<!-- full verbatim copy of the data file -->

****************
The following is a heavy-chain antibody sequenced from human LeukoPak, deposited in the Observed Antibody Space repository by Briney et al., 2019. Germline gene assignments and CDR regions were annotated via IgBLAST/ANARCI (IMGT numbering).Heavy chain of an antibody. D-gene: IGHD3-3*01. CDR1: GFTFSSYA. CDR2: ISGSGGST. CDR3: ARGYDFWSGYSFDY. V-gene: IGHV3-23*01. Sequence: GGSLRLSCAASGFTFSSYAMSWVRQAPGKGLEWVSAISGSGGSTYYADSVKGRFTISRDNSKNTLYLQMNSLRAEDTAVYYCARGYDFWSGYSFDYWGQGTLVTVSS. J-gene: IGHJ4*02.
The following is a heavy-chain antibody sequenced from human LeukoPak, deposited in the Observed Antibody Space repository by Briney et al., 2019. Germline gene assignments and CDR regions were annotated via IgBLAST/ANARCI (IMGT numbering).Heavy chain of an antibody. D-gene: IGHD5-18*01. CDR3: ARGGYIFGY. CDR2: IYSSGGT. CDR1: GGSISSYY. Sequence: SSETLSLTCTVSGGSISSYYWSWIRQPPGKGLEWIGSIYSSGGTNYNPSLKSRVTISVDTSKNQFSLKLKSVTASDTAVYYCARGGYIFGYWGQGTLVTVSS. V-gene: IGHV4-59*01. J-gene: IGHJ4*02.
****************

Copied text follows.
The following is a heavy-chain antibody sequenced from human LeukoPak, deposited in the Observed Antibody Space repository by Briney et al., 2019. Germline gene assignments and CDR regions were annotated via IgBLAST/ANARCI (IMGT numbering).Heavy chain of an antibody. D-gene: IGHD3-3*01. CDR1: GFTFSSYA. CDR2: ISGSGGST. CDR3: ARGYDFWSGYSFDY. V-gene: IGHV3-23*01. Sequence: GGSLRLSCAASGFTFSSYAMSWVRQAPGKGLEWVSAISGSGGSTYYADSVKGRFTISRDNSKNTLYLQMNSLRAEDTAVYYCARGYDFWSGYSFDYWGQGTLVTVSS. J-gene: IGHJ4*02.
The following is a heavy-chain antibody sequenced from human LeukoPak, deposited in the Observed Antibody Space repository by Briney et al., 2019. Germline gene assignments and CDR regions were annotated via IgBLAST/ANARCI (IMGT numbering).Heavy chain of an antibody. D-gene: IGHD5-18*01. CDR3: ARGGYIFGY. CDR2: IYSSGGT. CDR1: GGSISSYY. Sequence: SSETLSLTCTVSGGSISSYYWSWIRQPPGKGLEWIGSIYSSGGTNYNPSLKSRVTISVDTSKNQFSLKLKSVTASDTAVYYCARGGYIFGYWGQGTLVTVSS. V-gene: IGHV4-59*01. J-gene: IGHJ4*02.